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Mosquitoes turn their back on malaria

Scientists have found a particular type of mosquito in West Africa that is naturally resistant to malaria and could be helpful in combating the disease.

india Updated: Apr 29, 2006 12:26 IST

Scientists have found a particular type of mosquito in Mali in West Africa that is naturally resistant to malaria and could be helpful in combating the disease.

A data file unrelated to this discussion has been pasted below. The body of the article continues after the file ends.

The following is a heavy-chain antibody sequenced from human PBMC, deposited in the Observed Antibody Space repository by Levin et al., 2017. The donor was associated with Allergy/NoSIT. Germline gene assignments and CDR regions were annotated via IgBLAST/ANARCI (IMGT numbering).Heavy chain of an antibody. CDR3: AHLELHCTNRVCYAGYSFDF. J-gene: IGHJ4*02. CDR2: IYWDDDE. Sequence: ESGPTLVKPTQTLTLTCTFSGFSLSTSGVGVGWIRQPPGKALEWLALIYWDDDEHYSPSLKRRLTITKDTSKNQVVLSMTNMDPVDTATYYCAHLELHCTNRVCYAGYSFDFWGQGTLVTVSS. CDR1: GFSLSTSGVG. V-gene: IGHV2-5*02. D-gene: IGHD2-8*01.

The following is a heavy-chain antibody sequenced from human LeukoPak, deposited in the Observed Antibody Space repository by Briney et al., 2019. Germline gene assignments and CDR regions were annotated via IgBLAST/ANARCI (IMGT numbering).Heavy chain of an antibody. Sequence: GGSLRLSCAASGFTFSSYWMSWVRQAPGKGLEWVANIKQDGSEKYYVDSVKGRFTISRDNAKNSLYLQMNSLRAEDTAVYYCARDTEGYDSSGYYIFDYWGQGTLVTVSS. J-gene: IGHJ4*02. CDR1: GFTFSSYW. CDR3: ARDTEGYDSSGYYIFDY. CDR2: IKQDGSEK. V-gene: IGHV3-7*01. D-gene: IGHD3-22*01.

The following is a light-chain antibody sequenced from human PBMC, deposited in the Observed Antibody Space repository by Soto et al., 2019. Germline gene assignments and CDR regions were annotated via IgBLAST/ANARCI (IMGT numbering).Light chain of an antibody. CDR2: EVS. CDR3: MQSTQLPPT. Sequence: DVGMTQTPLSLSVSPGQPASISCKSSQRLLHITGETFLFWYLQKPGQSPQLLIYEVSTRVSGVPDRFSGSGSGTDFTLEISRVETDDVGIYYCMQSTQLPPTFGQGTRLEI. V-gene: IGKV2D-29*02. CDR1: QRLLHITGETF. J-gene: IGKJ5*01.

A team, which includes researchers from the University of Bamako in West Africa and three top US-based institutes, said that they have also identified a gene that could be the key to determining secret behind the resistance.

The team found that many Anopheles gambiae mosquitoes -- Africa's most important malaria vector -- are already resistant to Plasmodium falciparum, the malaria parasite.

Malaria is an infectious disease characterised by cycles of chill, fever and sweating caused by the parasitic infection of red blood cells by a protozoan that is transmitted by the bite of an infected female mosquito.

It affects approximately 300 million people worldwide and kills between one and 1.5 million people every year.

First Published: Apr 29, 2006 12:26 IST